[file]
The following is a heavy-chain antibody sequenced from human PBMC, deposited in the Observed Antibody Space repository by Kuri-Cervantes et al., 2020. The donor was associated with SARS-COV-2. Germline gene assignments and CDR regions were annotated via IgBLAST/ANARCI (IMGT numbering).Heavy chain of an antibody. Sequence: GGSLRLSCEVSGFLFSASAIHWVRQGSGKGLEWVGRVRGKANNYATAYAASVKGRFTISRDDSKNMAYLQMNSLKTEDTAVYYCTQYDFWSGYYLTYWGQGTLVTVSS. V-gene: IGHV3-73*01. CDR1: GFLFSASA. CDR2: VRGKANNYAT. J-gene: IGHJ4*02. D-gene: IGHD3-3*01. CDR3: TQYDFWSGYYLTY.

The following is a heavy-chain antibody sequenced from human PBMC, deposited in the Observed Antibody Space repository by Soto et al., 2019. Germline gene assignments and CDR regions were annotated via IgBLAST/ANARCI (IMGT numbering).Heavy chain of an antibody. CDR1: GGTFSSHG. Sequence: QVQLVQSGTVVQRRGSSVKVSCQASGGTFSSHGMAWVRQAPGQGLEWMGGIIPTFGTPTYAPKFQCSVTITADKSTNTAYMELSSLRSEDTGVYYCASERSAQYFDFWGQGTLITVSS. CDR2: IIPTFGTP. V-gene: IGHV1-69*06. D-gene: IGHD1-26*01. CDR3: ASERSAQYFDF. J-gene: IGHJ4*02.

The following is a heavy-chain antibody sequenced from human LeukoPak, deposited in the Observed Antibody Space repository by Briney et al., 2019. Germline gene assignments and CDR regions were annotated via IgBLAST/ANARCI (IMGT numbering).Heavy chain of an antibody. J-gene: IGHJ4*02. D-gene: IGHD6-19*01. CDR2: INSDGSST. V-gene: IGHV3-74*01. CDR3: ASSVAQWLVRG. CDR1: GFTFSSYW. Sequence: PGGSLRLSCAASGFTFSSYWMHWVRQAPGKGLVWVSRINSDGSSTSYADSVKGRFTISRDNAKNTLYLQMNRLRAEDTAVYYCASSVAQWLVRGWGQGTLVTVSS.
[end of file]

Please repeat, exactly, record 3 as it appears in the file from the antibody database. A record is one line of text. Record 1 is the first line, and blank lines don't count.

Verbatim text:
The following is a heavy-chain antibody sequenced from human LeukoPak, deposited in the Observed Antibody Space repository by Briney et al., 2019. Germline gene assignments and CDR regions were annotated via IgBLAST/ANARCI (IMGT numbering).Heavy chain of an antibody. J-gene: IGHJ4*02. D-gene: IGHD6-19*01. CDR2: INSDGSST. V-gene: IGHV3-74*01. CDR3: ASSVAQWLVRG. CDR1: GFTFSSYW. Sequence: PGGSLRLSCAASGFTFSSYWMHWVRQAPGKGLVWVSRINSDGSSTSYADSVKGRFTISRDNAKNTLYLQMNRLRAEDTAVYYCASSVAQWLVRGWGQGTLVTVSS.